The deeds of the disciple are those which are commissioned by the Master. He is never called to do his own will. Thus our Lord says, “I have finished the work which
Thou gavest Me to do” (John 17:4). “The works which the Father hath given Me to finish, the same works that I do bear witness of Me, that the Father hath sent Me” (John 5:36). The mark of the disciple is total obedience. That was the characteristic of the Lord Jesus.
Every believer is called to supremely serve God (Luke 4:8b; Deut. 6:13). We are further warned that we cannot serve two masters (Luke 16:13; Matt. 6:24). It is not merely the preacher or other minister who is properly the servant of God. All of us are so called. Yet it is the disciple who uniquely understands the implications of this calling in his personal life. To serve the Lord is to follow Him (John 12:26). That means discipleship. Our Lord was the perfect Servant of God.
The Gospel of Mark is devoted to presenting this picture in varying ways. Jesus said, “I am among you as He that serveth” (Luke 22:27). He stated this in the context of taking a lowly place (vv. 25-26). Servanthood is a lowly calling, not a lofty one. If we wish to be chief, then we must be servant of all. If we wish to be great, then we must serve. So taught the Savior. Then He exemplified this by saying, “The Son of Man did not come to be served, but to serve” (Mark 10:45 NASB). Even He took the towel, and knelt to do the lowly work that the disciples had overlooked or avoided. Like the lowly slave He did what represented the will of God. He made Himself the object lesson. The servant is not above his Lord. If the Master had done this for them, then they were called upon to do this for others while taking the servant’s place.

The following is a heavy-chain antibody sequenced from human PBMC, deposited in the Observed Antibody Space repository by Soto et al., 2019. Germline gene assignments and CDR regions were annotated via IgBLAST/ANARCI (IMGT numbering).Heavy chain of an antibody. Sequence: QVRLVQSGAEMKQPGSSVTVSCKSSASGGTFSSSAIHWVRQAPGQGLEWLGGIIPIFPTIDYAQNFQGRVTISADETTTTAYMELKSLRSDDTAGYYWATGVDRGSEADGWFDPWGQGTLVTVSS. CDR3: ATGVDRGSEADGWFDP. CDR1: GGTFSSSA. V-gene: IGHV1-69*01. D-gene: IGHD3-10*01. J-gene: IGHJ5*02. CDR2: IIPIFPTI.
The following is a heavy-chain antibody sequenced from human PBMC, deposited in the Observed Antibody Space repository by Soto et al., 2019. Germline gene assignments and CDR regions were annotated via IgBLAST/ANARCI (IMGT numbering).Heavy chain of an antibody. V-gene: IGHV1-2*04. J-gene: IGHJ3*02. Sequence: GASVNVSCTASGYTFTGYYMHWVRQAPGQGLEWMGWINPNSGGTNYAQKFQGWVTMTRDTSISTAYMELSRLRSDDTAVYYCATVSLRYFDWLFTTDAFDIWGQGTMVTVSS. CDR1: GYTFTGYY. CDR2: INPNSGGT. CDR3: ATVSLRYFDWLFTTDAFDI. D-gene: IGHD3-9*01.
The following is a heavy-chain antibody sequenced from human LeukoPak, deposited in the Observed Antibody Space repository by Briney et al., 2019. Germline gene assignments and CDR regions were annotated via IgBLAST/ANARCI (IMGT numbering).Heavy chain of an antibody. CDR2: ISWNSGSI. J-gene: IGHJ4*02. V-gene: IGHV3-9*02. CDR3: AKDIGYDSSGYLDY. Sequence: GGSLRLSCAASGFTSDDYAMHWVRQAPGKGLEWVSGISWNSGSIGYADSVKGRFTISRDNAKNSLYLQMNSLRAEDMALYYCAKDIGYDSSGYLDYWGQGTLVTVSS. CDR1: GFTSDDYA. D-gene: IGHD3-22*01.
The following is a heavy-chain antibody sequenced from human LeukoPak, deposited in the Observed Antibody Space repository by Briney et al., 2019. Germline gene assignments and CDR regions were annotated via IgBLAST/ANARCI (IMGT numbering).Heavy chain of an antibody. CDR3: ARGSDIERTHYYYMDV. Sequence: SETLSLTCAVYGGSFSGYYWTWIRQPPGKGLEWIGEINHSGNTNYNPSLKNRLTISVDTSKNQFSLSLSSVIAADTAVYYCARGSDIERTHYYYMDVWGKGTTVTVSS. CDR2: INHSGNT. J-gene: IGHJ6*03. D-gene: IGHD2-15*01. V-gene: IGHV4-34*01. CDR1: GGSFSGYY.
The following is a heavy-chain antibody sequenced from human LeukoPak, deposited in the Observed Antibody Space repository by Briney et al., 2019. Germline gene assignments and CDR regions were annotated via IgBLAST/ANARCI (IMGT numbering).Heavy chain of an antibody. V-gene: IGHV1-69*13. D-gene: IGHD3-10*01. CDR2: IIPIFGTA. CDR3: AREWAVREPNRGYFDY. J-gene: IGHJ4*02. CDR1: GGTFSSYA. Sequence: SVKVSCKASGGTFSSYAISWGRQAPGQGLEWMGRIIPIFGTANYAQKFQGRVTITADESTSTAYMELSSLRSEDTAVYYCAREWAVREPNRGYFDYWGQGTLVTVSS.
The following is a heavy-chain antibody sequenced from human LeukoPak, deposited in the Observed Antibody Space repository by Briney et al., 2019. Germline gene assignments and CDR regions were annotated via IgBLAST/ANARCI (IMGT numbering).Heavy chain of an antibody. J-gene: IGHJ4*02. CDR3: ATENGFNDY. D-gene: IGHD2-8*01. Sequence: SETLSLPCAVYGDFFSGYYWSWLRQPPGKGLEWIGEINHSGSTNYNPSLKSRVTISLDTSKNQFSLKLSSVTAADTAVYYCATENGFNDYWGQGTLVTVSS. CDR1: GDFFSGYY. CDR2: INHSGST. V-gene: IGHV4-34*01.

It is John who gives us one of the supreme marks of the Christian. “Beloved, let us love one another; for love is of God, and everyone that loveth is born of God and knoweth God. He that loveth not knoweth not God; for God is love” (1 John 4:7-8). All disciples are called upon to love. We are called to love the Lord (Matt. 22:37; Mark 12:30; Luke 10:27), to love our neighbors (Matt. 22:39), to love our fellow believers (1 John 3:14), and to love even our enemies (Matt. 5:44; Luke 6:27). The very personification of love is the Lord Jesus Christ. He was perfectly righteous, just, holy and faithful in every utterance or deed, yet He unfailingly expressed love.